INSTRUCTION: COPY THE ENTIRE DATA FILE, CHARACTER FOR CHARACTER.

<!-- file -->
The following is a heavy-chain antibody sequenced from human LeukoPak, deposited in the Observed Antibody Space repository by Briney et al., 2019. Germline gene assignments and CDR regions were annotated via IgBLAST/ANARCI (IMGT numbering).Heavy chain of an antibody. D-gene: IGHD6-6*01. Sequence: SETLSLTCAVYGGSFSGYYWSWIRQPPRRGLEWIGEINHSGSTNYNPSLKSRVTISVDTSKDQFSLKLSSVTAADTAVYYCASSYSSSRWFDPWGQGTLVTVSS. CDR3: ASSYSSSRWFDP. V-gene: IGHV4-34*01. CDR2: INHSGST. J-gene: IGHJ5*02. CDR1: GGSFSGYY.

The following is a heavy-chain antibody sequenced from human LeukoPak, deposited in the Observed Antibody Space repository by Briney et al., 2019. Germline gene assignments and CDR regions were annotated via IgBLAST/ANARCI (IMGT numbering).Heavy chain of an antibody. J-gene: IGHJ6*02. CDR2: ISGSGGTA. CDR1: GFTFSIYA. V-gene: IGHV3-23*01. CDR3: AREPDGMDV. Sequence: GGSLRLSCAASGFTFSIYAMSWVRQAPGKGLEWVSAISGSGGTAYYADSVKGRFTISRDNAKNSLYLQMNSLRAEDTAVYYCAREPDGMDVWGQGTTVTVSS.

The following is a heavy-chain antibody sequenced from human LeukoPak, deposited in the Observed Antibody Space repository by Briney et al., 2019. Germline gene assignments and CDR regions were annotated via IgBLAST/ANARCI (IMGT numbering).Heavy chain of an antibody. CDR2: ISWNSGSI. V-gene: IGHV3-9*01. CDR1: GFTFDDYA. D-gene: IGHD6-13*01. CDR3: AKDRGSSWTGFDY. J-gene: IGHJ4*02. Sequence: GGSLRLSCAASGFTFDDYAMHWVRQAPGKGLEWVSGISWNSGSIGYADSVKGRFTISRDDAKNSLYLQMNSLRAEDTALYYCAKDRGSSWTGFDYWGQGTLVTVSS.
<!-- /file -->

The following is a heavy-chain antibody sequenced from human LeukoPak, deposited in the Observed Antibody Space repository by Briney et al., 2019. Germline gene assignments and CDR regions were annotated via IgBLAST/ANARCI (IMGT numbering).Heavy chain of an antibody. D-gene: IGHD6-6*01. Sequence: SETLSLTCAVYGGSFSGYYWSWIRQPPRRGLEWIGEINHSGSTNYNPSLKSRVTISVDTSKDQFSLKLSSVTAADTAVYYCASSYSSSRWFDPWGQGTLVTVSS. CDR3: ASSYSSSRWFDP. V-gene: IGHV4-34*01. CDR2: INHSGST. J-gene: IGHJ5*02. CDR1: GGSFSGYY.

The following is a heavy-chain antibody sequenced from human LeukoPak, deposited in the Observed Antibody Space repository by Briney et al., 2019. Germline gene assignments and CDR regions were annotated via IgBLAST/ANARCI (IMGT numbering).Heavy chain of an antibody. J-gene: IGHJ6*02. CDR2: ISGSGGTA. CDR1: GFTFSIYA. V-gene: IGHV3-23*01. CDR3: AREPDGMDV. Sequence: GGSLRLSCAASGFTFSIYAMSWVRQAPGKGLEWVSAISGSGGTAYYADSVKGRFTISRDNAKNSLYLQMNSLRAEDTAVYYCAREPDGMDVWGQGTTVTVSS.

The following is a heavy-chain antibody sequenced from human LeukoPak, deposited in the Observed Antibody Space repository by Briney et al., 2019. Germline gene assignments and CDR regions were annotated via IgBLAST/ANARCI (IMGT numbering).Heavy chain of an antibody. CDR2: ISWNSGSI. V-gene: IGHV3-9*01. CDR1: GFTFDDYA. D-gene: IGHD6-13*01. CDR3: AKDRGSSWTGFDY. J-gene: IGHJ4*02. Sequence: GGSLRLSCAASGFTFDDYAMHWVRQAPGKGLEWVSGISWNSGSIGYADSVKGRFTISRDDAKNSLYLQMNSLRAEDTALYYCAKDRGSSWTGFDYWGQGTLVTVSS.